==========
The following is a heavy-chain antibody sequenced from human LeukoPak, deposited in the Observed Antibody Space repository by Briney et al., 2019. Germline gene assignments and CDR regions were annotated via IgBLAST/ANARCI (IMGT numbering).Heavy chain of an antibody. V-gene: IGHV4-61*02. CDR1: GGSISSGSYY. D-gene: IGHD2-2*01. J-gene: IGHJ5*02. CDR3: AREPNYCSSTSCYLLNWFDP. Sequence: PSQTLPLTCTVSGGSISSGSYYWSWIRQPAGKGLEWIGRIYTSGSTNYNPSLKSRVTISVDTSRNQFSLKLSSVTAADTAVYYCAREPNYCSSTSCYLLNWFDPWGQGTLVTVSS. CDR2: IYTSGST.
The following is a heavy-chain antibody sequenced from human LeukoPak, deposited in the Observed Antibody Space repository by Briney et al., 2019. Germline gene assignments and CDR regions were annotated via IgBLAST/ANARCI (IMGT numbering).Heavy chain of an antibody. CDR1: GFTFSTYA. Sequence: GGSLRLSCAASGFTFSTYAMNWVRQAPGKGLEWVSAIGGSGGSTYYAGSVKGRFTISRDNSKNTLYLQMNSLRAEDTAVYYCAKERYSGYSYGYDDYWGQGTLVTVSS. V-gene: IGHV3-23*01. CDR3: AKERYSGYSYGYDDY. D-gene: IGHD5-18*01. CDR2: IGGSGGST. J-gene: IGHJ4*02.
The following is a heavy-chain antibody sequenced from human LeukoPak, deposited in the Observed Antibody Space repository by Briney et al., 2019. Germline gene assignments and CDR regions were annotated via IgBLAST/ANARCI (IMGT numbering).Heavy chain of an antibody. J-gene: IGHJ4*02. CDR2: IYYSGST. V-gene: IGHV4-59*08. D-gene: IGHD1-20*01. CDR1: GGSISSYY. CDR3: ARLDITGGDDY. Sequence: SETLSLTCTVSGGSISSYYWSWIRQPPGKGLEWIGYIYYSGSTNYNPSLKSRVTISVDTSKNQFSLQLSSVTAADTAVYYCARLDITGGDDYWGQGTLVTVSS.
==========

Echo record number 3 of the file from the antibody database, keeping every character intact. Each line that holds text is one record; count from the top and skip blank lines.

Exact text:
The following is a heavy-chain antibody sequenced from human LeukoPak, deposited in the Observed Antibody Space repository by Briney et al., 2019. Germline gene assignments and CDR regions were annotated via IgBLAST/ANARCI (IMGT numbering).Heavy chain of an antibody. J-gene: IGHJ4*02. CDR2: IYYSGST. V-gene: IGHV4-59*08. D-gene: IGHD1-20*01. CDR1: GGSISSYY. CDR3: ARLDITGGDDY. Sequence: SETLSLTCTVSGGSISSYYWSWIRQPPGKGLEWIGYIYYSGSTNYNPSLKSRVTISVDTSKNQFSLQLSSVTAADTAVYYCARLDITGGDDYWGQGTLVTVSS.